October 16, 2020
The easiest way to keep more money in your bank account is to lower your bills. Just because it’s obvious doesn’t make it easy. Sure, trimming your cell phone bill is as simple as downgrading data plans. But reducing more massive bills, like loan payments, might only seem possible for your federal student loans. Private student loan lenders are unlikely to mirror the U.S. Department of Education’s action of suspending federal student loan payments and setting interest rates to 0% through December 31, 2020. Many private lenders offer another way to permanently reduce your monthly payments and save money long-term: refinancing.
When you refinance your private student loans, you use a new loan to pay off your current loans with a lower interest rate, extend the repayment terms or both. Here are four reasons to refinance your private student loans today!
Reason #1: Interest rates have reached record lows.
With rates expected to stay low to help boost economic recovery, now is the time to shop for a better deal for your private student loans. Refinancing your current fixed or variable interest rate loans into one new loan could keep more money in your budget. It’s possible to reduce your interest rate to less than 3% APR.
Reason #2: Economic uncertainty is likely to continue into 2021.
If you’re struggling to make your private student loan payment, refinancing with extended terms might be the best option. A longer-term should lower your monthly payments, even with a modest dip in interest rates. Couple low single-digit rates with a maximum repayment term to decrease expenses as much as possible.
No one knows precisely when the economy will rebound. Some experts predict a recovery in 2021, but does that mean January 2021 or December 2021? Even if your job hasn’t been affected by the pandemic, there are no guarantees. Prepare your finances for the worst, and you’ll be in a better position either way.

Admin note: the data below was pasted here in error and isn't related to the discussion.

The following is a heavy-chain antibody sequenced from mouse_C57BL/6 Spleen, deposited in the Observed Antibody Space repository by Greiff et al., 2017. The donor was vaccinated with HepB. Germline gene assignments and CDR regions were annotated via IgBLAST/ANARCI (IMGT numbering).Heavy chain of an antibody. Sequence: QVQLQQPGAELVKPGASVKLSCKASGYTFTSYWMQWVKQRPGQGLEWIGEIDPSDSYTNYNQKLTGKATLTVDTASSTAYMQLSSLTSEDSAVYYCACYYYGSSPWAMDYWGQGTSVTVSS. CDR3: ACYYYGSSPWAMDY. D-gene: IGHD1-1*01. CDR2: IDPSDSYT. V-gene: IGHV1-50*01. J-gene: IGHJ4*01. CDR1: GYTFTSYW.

Reason #3: Your financial health may have improved since you graduated from college.
Your loan approval is based on several factors, including credit history and income. If it’s been at least a year since college graduation and you’ve made on-time payments on your private student loans and other debts, you might be in for a welcome surprise. An improved credit score could help you secure the lowest rates available.
The lender may also review your income and other lending criteria. If you have more income or less debt than when you first qualified for the loan, you might be eligible to refinance your private student loans.
An improved credit score with no change in income might still open the doors to lower payments.
Reason #4: You have a cosigner who wants to be released from your loans.
Some college students are unable to access private student loan funds without a creditworthy cosigner. The cosigner helps the student qualify for the loan based on the lender’s income and credit requirements. One of the most common questions cosigners ask is, “Do I have to stay attached to the loan until it’s paid in full?” Fortunately, the answer is “No.”
A cosigner may be released from repayment responsibilities if the primary borrower qualifies for a refinance on their own. If your financial health has improved, it’s possible to secure a lower interest rate and release your cosigner of any further financial obligations.
The decision to refinance your private student loans should be based on your specific financial situation and goals. While qualifying for refinancing isn’t guaranteed, finding out if you could save money is risk-free. Provide LendKey with a few details to quickly check your rate without affecting your credit score.
Please note that the information provided on this website is provided on a general basis and may not apply to your own specific individual needs, goals, financial position, experience, etc. LendKey does not guarantee that the information provided on any third-party website that LendKey offers a hyperlink to is up-to-date and accurate at the time you access it, and LendKey does not guarantee that information provided on such external websites (and this website) is best-suited for your particular circumstances. Therefore, you may want to consult with an expert (financial adviser, school financial aid office, etc.) before making financial decisions that may be discussed on this website.
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